Music Reviews
Wide Awake!

Parquet Courts Wide Awake!

(Rough Trade) Rating - 9/10

Parquet Courts’ approach to their latest album has been surprisingly big league. The singles were as clean as they’ve ever made, they chose Danger Mouse to produce (U2, Red Hot Chili Peppers), and bizarrely even appeared on Ellen. For DIY underdogs, the band were making all the wrong noises ahead of release. On the record itself, though? Parquet Courts are making a ton of the right ones.

Bands proclaiming their latest release as their "Political Album" have become routine over the last two years, but few acts have anything almost as scathing and interesting as Wide Awake! The songwriting duo of Andrew Savage and Austin Brown don’t rely on a smart turn of phrase (although there’s an abundance of them). The difference between Parquet Courts from those bands comes from their knack of fully realizing the attitude of someone watching the world fall apart - the malaise, the anger, the despair.

For the concern about this being a sanitized or commercial move, the band quickly presents Violence - an astounding track that definitely wouldn’t have made the cut for daytime TV. It’s one of the most direct, political songs of their career, and it works almost as more of a monologue yelled over a 70’s funk-riff. Savage questions where he stands “in this pornographic spectacle of black death,” and the whiteness that dominates the police forces working on streets named after Confederate fighters. “It’s hard to get used to getting used to violence,” a voice says, bemoaning the cycle of “a cause, an effect, a rejoice, a regret”.

The song then flows almost without interruption to the omnichord of Before the Water Gets Too High, where that anger has already dissipated. Savage sounds resigned, realizing that the world’s ills will carry on being avoided until they affect the rich, and even then it’s probably too late. That sense of dejection continues throughout - on NYC Observation, he discusses seeing poverty across New York while repeating the things that guilty onlookers do to avoid making eye contact with homeless people on the street. Again, we walk by knowing there’s a problem, just silently hoping that it will be fixed, and by somebody else. Savage sounds almost helpless, as he can’t offer solutions. He can barely offer hope.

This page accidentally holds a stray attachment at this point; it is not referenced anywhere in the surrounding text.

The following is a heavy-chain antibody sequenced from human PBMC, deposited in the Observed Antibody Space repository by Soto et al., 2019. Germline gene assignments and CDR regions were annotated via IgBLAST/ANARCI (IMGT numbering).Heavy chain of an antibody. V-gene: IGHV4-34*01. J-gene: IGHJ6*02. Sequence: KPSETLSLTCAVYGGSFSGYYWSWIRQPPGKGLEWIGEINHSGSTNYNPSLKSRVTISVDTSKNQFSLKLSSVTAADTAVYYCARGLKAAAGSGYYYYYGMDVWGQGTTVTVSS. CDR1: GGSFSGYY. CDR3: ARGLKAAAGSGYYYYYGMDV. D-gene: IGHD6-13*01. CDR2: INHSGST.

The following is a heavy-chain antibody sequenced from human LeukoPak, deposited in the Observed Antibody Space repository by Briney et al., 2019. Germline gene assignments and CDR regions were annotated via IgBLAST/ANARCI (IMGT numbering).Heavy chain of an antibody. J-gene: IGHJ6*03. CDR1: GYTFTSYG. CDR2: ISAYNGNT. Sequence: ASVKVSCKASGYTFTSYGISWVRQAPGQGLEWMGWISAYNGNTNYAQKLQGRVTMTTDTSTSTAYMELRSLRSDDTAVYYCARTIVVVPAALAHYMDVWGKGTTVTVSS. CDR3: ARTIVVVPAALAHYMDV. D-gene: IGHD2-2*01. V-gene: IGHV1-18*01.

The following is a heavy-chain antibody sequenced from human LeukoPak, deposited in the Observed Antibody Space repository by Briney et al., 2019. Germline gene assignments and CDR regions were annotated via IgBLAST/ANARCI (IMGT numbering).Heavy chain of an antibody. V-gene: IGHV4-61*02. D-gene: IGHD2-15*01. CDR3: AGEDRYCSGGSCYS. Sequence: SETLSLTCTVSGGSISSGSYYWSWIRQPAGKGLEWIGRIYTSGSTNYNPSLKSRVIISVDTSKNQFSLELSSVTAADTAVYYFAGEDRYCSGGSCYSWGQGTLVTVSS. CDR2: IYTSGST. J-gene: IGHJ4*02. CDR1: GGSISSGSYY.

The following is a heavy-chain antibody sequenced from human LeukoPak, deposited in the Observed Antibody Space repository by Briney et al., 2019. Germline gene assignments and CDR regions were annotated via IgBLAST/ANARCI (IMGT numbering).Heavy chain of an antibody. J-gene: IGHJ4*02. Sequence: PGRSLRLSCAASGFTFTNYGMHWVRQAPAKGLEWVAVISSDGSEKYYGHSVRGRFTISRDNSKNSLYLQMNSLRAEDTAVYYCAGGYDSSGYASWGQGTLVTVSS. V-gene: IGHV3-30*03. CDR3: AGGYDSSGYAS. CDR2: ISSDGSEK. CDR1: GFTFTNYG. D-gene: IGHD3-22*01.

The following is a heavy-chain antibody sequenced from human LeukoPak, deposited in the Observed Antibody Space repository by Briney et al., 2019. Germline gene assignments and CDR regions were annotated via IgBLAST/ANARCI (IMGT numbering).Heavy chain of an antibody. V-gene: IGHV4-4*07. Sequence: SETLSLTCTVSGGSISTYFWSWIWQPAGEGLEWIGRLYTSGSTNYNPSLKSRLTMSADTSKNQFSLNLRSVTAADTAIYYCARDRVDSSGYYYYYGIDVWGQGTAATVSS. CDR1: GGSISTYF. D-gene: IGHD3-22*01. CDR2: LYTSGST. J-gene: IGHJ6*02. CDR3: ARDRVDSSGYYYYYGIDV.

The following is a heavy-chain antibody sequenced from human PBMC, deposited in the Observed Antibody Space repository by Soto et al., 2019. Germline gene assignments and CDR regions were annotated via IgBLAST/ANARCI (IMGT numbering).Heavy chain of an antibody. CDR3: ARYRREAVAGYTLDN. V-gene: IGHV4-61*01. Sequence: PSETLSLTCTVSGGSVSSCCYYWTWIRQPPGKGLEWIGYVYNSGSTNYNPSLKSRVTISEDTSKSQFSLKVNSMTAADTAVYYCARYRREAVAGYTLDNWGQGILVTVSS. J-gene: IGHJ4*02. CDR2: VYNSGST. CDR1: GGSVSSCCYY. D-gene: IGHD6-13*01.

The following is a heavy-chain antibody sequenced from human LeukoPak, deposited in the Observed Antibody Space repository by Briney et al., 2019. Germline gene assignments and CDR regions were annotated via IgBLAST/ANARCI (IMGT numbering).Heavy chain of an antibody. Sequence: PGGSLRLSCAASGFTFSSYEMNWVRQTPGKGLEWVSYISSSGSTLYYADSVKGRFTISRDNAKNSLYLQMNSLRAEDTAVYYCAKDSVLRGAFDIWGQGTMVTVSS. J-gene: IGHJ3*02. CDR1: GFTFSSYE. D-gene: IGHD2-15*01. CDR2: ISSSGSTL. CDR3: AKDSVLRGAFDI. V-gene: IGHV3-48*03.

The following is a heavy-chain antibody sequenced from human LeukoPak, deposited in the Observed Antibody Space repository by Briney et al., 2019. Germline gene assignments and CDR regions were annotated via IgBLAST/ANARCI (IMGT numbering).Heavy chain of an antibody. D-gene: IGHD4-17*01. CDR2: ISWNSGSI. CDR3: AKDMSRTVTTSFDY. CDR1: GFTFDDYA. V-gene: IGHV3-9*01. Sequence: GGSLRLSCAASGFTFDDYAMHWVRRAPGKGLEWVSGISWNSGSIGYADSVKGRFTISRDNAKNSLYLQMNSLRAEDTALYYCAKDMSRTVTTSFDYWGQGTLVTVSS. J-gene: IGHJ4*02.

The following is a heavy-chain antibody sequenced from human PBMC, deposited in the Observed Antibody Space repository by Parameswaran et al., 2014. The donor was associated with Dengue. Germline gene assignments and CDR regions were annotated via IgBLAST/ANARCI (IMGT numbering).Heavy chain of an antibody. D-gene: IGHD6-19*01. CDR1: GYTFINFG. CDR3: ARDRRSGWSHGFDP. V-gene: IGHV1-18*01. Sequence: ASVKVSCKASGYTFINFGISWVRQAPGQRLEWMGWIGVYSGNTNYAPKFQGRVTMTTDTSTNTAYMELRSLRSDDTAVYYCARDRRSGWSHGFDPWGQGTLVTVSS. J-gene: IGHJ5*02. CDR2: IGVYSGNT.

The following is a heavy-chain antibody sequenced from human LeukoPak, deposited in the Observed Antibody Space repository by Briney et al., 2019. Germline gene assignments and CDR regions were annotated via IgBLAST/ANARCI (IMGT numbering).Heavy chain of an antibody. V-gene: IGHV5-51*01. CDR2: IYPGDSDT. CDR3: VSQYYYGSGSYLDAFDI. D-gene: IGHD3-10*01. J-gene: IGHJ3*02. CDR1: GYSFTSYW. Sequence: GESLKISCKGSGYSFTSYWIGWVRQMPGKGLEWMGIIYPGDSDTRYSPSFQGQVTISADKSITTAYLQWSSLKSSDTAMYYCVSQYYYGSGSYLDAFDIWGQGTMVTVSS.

Despite the subject matter, there are those usual moments of Savage and Brown’s trademark knowing wit. There’s a song called Freebird II; on Normalization, Savage loses track of what to believe and what’s worth correcting when it comes to endless news cycle (“do I pass the Turing test? I don't think I want to know”); Wide Awake is a simple joy with Sean Yeaton’s funk-punk bass lines taking the lead. Maybe it was self-deprecating to put a song about [white] people who are desperate to show off their woke-ness slap-bang in the middle of the album. But, unlike the people they’re mocking, Parquet Courts go further than just repeating slogans and cliches.

Even away from the social commentary of the album, the more personal tracks from Brown fit into the album cohesively. Death Will Bring Change is about the search for acceptance in the wake of his sister’s death, but it’s not a comfortable one - now he’s been faced with mortality and there’s no way to turn back, forever unable to unwind. The reflective Back To Earth is again about the transience of life but strikes a more hopeful tone, calling for people to use love while we can: “the only fist we have to fight with.”

Perhaps it’s that Parquet Courts are so prolific that their albums are able to replicate a moment in time so well, whether that’s for the band personally or representing the current political climate. It makes perfect sense that so much of Wide Awake! sounds despondent and hopeless, but it’s also telling that it ends with Tenderness, a celebration of nostalgia and community winning out over nihilism. If the hardcore-inspired opener Total Football sounds like a rallying cry - once the piano stomp of the closer hits full flow and Savage’s voice is becoming weary, it feels like a fitting soundtrack to a haphazard, joyous chase for last orders.

That ability for them to effortlessly switch between their influences - whether that’s hardcore, Minutemen or Talking Heads - while also sounding unlike anyone else is why Parquet Courts remain one of the most interesting indie acts around. There’s a disagreement about whether this should be classed as their fourth, fifth or sixth album, but there’s little doubt that Wide Awake! is up there with their very best. [Believe the Hype]